How is the time of sun rise/set calculated and when is it classed as risen or set?

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I think the first part of this question is fairly self explanatory but the second half is more confusing so I’ll re-word it here. Is the sun rise time when the sun first peeks above the horizon or when the bottom of the circle stops touching the horizon?

In: Technology

Sunrise is the time when the center of the sun crosses the horizon, and sunset is the time when the center of the sun drops below the horizon.

The sun rising and setting takes a lot longer but the time quoted is when the center line crosses the horizon at your location(assuming you’re at sea level with no obstructions)

The time before sunrise and the time after sunset when its still somewhat light are called twilight. There are three stages of twilight(Civil, Nautical, Astronomical) which are all defined by the angle made with respect to the horizon and the center line of the sun.

Just “Its kinda bright now” isn’t a good enough definition of sunrise when you want to list it for everywhere in the world

The forecasting uses astronomical ephemerides that calculate the relative positions of the sun and the earth, and the orientation of the earth. The process is complex, but it’s based on predicting motion based on the inverse square law of gravitational attraction. Some simpler maths can then work out the position of the sun in the sky for any location on earth.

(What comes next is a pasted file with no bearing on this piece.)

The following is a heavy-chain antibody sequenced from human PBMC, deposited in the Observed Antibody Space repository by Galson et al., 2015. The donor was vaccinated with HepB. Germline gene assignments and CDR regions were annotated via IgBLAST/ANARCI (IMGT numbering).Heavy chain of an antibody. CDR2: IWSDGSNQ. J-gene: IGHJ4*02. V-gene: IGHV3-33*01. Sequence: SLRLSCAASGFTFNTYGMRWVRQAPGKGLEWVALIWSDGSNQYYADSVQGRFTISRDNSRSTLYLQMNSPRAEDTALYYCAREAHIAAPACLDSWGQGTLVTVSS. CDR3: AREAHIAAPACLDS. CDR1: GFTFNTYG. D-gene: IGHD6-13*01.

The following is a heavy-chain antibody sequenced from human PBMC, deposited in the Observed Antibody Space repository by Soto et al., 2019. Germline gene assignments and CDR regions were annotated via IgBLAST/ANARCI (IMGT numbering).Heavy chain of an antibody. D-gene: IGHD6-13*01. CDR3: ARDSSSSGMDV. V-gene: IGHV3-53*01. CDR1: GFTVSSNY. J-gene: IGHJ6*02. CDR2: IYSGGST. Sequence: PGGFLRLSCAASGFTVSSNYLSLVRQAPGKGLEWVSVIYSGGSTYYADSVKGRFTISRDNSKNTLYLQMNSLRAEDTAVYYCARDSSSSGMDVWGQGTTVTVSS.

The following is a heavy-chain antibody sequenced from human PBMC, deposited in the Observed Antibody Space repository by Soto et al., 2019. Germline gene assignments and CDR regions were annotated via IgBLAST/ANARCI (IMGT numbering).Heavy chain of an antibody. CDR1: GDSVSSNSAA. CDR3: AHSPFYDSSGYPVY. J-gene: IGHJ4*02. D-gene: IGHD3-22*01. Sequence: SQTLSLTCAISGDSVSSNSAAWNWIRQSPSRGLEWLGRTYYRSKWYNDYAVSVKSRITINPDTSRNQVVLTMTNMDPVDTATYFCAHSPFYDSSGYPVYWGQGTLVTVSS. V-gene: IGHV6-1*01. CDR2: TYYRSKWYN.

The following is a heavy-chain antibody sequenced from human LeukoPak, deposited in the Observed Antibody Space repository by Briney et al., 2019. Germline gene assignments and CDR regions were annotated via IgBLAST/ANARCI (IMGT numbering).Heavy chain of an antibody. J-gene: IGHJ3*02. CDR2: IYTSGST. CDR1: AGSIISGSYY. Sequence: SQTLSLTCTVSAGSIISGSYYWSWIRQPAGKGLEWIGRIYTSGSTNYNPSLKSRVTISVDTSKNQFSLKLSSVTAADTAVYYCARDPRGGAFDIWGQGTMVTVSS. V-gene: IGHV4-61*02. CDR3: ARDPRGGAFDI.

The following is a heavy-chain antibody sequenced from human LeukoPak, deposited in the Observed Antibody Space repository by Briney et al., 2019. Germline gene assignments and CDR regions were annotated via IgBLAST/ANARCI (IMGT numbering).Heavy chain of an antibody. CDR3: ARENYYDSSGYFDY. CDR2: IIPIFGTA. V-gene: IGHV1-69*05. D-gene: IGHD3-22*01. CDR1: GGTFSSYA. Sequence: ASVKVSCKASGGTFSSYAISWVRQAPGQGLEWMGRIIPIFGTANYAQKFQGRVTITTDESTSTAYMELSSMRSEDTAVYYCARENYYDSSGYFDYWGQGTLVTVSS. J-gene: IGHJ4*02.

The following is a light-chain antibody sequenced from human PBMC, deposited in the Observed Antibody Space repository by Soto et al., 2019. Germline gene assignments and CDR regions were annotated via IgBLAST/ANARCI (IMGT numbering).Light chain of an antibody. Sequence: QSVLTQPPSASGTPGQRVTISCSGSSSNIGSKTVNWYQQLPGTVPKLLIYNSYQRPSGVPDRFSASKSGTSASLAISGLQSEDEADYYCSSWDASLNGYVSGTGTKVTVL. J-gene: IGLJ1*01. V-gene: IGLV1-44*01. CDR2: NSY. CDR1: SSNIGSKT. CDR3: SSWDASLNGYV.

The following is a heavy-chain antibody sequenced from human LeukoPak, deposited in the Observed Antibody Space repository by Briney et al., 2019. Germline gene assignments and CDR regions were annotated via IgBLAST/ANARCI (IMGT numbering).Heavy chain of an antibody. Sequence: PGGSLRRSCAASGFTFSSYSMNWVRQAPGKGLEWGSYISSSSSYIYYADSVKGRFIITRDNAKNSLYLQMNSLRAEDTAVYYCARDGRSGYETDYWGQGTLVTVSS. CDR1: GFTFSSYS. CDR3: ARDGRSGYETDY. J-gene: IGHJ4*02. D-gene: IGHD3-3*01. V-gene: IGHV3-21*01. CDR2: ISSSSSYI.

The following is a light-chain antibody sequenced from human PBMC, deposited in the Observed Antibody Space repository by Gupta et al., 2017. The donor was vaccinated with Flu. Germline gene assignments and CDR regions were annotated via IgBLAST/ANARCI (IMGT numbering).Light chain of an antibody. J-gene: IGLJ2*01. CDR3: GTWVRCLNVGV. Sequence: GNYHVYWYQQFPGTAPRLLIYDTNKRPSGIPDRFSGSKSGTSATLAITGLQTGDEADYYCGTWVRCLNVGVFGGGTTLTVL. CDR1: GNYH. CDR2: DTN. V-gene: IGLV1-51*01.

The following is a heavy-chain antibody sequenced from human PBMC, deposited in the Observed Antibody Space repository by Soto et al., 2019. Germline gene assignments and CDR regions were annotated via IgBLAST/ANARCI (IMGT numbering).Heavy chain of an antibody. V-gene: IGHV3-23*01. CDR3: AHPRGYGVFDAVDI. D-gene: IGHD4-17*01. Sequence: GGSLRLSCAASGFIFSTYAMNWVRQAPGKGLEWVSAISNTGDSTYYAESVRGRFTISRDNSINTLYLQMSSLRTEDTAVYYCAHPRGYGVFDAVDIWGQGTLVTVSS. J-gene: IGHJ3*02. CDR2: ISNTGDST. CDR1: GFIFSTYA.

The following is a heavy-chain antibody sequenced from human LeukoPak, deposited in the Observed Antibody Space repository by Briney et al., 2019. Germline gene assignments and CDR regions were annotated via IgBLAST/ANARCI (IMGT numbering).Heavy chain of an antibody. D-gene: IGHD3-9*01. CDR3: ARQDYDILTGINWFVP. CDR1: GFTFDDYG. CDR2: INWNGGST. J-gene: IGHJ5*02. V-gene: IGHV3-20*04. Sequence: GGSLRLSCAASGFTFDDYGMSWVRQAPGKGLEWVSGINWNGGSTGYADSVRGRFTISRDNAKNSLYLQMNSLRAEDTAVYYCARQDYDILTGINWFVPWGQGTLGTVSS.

For forecasting sunrise and sunset, and also the start and end of twilight, the important measure is the sun’s “zenith distance.” This is just the angle between the centre of the sun and the “zenith”, which is the point vertically overhead in the sky.

You’d think that a zenith distance of 90° would be sunset but actually the definition used is 90.83°. The extra distance is for two reasons: the sun appears as a disc with a radius of about 0.27° so you need the centre of the sun to be that far below the horizon for the top edge of the disc to be level with the horizon; and the atmosphere bends light a little, allowing us to see objects about 0.56° below the horizon.

The calculations are, in principle, trying to work out the time the top of the sun is just on the horizon as seen at sea level with a sea horizon. Even just climbing up a few metres will allow you to see farther over the sea horizon and alter the times. And, of course, a land horizon with hills will have a different observed time of sunset. The weather can have an impact too because the amount the atmosphere bends light depends on air pressure. There’s even a tiny impact due to the time of year, because in January the sun is closest and so its disc is largest and in July its disc is smallest; the adopted forecast method ignores this effect and just uses the average size.

The times of the beginning and end of twilight is very similar; the zenith angle used is simply increased. The definitions are arbitrary so there are no corrections applied. “Civil” twilight uses 102°, “nautical” twilight 105°, and “astronomical” twilight 108°.